When you’ve got a “star” doing your songs, it’s always the composer who gets left in the dust, or in this case in the iTunes ether. But in his far less rambunctious way, frequent Jonze collaborator Carter Burwell (BEING JOHN MALKOVICH, ADAPTATION) does an equally fine job at playing the tender sadness at the heart of WHERE THE WILD THINGS ARE. Burwell has always done a fine job at finding the reality in Jonze’s often outrageous visuals, whether they be the inside of a method actor’s brain, depicting the evolution of story structure or playing a behemoth free-for-all.

Once again again, Burwell’s talent for simple, rural-sounding melodies grounds Jonze’s striking visions. There’s beauty, and mystery to his work in WILD THINGS that’s far away from the land of movie-music fairy tales. These wild things live in an understandable world of forests, deserts and beaches- a land that hears Max’s imagination as the untamed wilderness. And Burwell responds with a rustic approach for simple guitar chords and strings that could just easily befit a story about the first explorers to America. Except here it’s monsters taking the melodically nervous place of the Indians.

Yet there’s plenty of mysterious magic to be found in Burwell’s score as it mixes bird-like cries, growling voices, ethnic winds and the hums of Karen O. While her songs are far more stuffed to the max with instrumentation, Burwell’s also lets loose with rock rhythms that make his score a side of the same stylistic realm that Karen O.’s working in, making this a rare case of composer and rock star being on the same wavelength- especially when they hurl thrash percussion at each other during a delightful dirt clod fight. Burwell’s also come up with a lovely theme for Max, with a solo flute, a drifting guitar and echoing piano becoming his sense of wonder, and sadness- an ennui that afflicts these eternally adolescent beasts. Yet it’s plaintive sound also tells us that Max will be the one to grow up.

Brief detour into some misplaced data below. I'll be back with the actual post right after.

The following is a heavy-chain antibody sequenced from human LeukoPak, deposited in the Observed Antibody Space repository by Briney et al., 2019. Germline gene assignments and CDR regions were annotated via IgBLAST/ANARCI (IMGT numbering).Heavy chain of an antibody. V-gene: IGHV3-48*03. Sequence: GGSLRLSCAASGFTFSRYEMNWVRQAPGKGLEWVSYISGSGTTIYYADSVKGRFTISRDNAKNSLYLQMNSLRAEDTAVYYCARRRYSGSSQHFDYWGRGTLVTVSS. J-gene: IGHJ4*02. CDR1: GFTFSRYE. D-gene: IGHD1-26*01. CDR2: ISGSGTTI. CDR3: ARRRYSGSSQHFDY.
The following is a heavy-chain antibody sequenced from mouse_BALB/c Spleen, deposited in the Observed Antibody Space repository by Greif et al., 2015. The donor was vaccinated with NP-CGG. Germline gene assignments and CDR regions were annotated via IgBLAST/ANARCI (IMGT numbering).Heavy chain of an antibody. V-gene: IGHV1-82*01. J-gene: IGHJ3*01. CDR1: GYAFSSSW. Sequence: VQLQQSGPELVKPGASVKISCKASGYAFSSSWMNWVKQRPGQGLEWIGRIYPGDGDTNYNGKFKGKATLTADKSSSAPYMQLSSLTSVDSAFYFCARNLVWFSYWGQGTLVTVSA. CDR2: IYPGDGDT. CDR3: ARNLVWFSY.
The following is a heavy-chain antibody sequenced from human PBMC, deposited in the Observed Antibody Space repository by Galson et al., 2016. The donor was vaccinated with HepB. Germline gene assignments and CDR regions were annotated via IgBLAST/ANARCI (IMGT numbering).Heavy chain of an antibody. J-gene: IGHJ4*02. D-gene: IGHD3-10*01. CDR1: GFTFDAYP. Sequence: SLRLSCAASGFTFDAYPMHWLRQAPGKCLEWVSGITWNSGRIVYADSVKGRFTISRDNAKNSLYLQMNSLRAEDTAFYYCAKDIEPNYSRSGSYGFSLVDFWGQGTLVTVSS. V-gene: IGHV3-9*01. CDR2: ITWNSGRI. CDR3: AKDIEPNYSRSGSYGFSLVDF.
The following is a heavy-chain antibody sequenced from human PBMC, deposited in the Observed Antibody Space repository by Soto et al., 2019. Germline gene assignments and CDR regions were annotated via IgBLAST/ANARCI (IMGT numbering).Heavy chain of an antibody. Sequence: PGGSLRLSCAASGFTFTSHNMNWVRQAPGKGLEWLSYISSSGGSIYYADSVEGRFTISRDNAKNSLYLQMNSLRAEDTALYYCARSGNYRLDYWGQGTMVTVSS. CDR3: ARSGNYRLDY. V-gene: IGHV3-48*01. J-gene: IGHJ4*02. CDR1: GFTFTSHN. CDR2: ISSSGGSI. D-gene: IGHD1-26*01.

While most of us grow up and leave our monster dolls behind, both Karen O. and Carter Burwell’s work on the WILD THINGS taps into the imagination that turns make-believe creatures into real, wonderful beasts. They’re just waiting for the wild rumpus, asking for us to join in a chorus of howls, sing in tandem to their catchily soulful lyrics, or to realize the melancholy in knowing that it’s one big fake. It’s music that takes us home to our youth again, in all of its delight, angst and hand-clapping melody.

Listen to Karen O. and Carter Burwell conjure the wild things here and here


By Cate Turner on October 19th, 2009 at 1:19 pm

The soundtrack is super good. This is possible my favourite movie now, but where did you find the lyrics?

By Sid Prince on October 20th, 2009 at 7:27 am

Wife Prince and I adored this soundtrack while watching this unbeleivable film. We both agree, if only on this point, that the music brought as much to the production as the visiual elements; which is only slighy less than what the script brings. This movie took me back to a challenging boyhood, and the music reminded me of the depths of the feelings during that glorious and troubling time.

I discuss a little more of Wife Prince and I disagree on in my film review if your interested. My name should be the link above.